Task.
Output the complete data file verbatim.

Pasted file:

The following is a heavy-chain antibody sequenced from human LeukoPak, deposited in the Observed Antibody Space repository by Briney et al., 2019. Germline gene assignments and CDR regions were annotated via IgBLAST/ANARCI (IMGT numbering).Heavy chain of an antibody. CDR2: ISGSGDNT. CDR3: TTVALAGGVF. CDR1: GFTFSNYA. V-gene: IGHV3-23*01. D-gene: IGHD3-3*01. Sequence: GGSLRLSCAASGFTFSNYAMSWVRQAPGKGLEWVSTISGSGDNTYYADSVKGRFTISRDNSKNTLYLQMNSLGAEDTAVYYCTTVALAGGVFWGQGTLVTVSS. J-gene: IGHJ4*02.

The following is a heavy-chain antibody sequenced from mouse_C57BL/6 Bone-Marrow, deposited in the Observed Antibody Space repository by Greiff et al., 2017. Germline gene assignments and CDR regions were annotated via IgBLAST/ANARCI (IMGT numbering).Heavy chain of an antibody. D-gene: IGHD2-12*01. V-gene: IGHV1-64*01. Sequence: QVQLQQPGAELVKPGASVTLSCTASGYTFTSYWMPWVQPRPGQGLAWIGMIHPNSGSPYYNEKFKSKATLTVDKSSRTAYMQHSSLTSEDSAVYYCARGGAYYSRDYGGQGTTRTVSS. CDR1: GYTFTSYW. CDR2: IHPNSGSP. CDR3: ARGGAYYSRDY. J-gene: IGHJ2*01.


The following is a heavy-chain antibody sequenced from human LeukoPak, deposited in the Observed Antibody Space repository by Briney et al., 2019. Germline gene assignments and CDR regions were annotated via IgBLAST/ANARCI (IMGT numbering).Heavy chain of an antibody. CDR2: ISGSGDNT. CDR3: TTVALAGGVF. CDR1: GFTFSNYA. V-gene: IGHV3-23*01. D-gene: IGHD3-3*01. Sequence: GGSLRLSCAASGFTFSNYAMSWVRQAPGKGLEWVSTISGSGDNTYYADSVKGRFTISRDNSKNTLYLQMNSLGAEDTAVYYCTTVALAGGVFWGQGTLVTVSS. J-gene: IGHJ4*02.

The following is a heavy-chain antibody sequenced from mouse_C57BL/6 Bone-Marrow, deposited in the Observed Antibody Space repository by Greiff et al., 2017. Germline gene assignments and CDR regions were annotated via IgBLAST/ANARCI (IMGT numbering).Heavy chain of an antibody. D-gene: IGHD2-12*01. V-gene: IGHV1-64*01. Sequence: QVQLQQPGAELVKPGASVTLSCTASGYTFTSYWMPWVQPRPGQGLAWIGMIHPNSGSPYYNEKFKSKATLTVDKSSRTAYMQHSSLTSEDSAVYYCARGGAYYSRDYGGQGTTRTVSS. CDR1: GYTFTSYW. CDR2: IHPNSGSP. CDR3: ARGGAYYSRDY. J-gene: IGHJ2*01.